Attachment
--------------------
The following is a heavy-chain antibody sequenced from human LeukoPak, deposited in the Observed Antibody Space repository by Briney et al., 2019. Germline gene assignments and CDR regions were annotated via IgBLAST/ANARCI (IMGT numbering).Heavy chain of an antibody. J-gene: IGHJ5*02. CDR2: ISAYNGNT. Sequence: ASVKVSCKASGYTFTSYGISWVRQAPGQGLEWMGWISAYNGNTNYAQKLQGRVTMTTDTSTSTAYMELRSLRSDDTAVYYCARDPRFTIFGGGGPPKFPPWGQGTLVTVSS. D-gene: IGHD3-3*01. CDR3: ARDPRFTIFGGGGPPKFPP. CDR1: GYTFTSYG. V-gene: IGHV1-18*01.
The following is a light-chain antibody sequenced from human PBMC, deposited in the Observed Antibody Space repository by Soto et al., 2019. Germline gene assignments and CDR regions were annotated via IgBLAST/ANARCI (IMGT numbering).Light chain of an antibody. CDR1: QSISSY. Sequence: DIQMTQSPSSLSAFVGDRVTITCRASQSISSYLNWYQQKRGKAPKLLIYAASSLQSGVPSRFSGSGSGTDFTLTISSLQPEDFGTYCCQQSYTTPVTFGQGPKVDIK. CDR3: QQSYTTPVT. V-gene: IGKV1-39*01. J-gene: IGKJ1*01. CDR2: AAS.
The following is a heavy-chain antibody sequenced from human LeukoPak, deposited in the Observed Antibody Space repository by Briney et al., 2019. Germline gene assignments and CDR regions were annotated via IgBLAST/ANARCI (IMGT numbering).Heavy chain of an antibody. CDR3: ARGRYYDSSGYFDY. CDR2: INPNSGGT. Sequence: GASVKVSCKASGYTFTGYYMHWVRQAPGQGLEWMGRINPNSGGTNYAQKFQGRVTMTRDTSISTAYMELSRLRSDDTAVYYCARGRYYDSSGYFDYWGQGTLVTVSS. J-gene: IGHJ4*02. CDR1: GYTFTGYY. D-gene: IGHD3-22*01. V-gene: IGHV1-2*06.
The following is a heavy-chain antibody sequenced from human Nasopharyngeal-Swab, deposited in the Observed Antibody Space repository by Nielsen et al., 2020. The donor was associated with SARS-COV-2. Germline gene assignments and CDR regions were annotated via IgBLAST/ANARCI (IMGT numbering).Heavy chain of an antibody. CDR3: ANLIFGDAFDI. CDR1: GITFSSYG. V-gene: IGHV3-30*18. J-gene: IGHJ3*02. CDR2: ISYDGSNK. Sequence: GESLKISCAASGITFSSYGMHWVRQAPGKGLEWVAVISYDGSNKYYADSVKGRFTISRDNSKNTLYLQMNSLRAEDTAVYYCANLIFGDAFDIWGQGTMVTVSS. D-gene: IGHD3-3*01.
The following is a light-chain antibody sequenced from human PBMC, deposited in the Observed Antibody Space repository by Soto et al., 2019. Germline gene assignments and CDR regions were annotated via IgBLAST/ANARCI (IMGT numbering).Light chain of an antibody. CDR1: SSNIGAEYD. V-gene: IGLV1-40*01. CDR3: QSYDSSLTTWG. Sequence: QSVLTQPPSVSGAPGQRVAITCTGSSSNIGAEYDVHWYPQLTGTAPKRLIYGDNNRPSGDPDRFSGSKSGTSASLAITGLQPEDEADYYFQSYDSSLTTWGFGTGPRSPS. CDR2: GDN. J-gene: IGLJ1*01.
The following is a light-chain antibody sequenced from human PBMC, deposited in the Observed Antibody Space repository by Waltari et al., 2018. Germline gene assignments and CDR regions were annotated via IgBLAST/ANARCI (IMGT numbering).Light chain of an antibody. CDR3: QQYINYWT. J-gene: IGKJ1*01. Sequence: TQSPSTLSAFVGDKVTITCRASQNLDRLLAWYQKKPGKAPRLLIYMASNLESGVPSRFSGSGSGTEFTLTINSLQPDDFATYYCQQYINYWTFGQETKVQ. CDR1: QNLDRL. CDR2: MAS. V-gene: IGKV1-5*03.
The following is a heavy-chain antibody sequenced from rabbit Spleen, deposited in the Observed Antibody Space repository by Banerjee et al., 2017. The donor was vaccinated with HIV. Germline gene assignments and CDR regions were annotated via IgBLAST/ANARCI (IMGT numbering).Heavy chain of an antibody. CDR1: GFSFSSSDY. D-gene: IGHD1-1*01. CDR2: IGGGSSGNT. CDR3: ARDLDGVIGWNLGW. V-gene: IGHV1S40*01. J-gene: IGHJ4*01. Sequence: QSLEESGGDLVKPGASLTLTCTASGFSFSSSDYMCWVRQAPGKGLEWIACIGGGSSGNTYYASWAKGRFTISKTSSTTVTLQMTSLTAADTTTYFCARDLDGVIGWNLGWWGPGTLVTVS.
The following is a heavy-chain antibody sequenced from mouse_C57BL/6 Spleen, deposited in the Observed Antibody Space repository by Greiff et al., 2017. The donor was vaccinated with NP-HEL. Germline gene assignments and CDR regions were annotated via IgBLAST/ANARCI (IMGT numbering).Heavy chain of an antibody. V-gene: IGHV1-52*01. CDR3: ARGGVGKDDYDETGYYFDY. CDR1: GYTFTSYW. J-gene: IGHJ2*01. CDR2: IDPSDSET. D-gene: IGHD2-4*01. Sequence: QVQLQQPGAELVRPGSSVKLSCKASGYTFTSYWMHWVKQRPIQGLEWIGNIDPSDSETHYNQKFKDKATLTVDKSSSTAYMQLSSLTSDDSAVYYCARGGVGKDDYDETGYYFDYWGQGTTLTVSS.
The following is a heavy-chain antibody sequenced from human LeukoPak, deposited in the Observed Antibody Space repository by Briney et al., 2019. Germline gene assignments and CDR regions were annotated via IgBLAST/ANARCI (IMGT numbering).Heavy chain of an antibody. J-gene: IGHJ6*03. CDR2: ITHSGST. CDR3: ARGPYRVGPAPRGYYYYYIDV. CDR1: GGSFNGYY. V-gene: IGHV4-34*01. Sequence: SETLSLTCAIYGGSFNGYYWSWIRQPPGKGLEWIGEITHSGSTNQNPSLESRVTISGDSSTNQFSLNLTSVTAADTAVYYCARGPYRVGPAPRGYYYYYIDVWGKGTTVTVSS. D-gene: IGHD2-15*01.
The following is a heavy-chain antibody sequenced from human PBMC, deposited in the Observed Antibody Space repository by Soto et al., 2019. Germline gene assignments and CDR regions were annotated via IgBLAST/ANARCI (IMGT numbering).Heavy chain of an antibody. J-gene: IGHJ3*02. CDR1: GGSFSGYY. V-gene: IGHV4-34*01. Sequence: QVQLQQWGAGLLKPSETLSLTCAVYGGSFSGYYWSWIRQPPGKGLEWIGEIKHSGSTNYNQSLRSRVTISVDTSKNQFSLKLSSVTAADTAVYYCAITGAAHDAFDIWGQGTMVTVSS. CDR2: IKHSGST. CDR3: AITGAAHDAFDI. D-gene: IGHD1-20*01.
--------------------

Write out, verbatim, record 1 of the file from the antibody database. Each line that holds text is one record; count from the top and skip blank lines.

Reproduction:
The following is a heavy-chain antibody sequenced from human LeukoPak, deposited in the Observed Antibody Space repository by Briney et al., 2019. Germline gene assignments and CDR regions were annotated via IgBLAST/ANARCI (IMGT numbering).Heavy chain of an antibody. J-gene: IGHJ5*02. CDR2: ISAYNGNT. Sequence: ASVKVSCKASGYTFTSYGISWVRQAPGQGLEWMGWISAYNGNTNYAQKLQGRVTMTTDTSTSTAYMELRSLRSDDTAVYYCARDPRFTIFGGGGPPKFPPWGQGTLVTVSS. D-gene: IGHD3-3*01. CDR3: ARDPRFTIFGGGGPPKFPP. CDR1: GYTFTSYG. V-gene: IGHV1-18*01.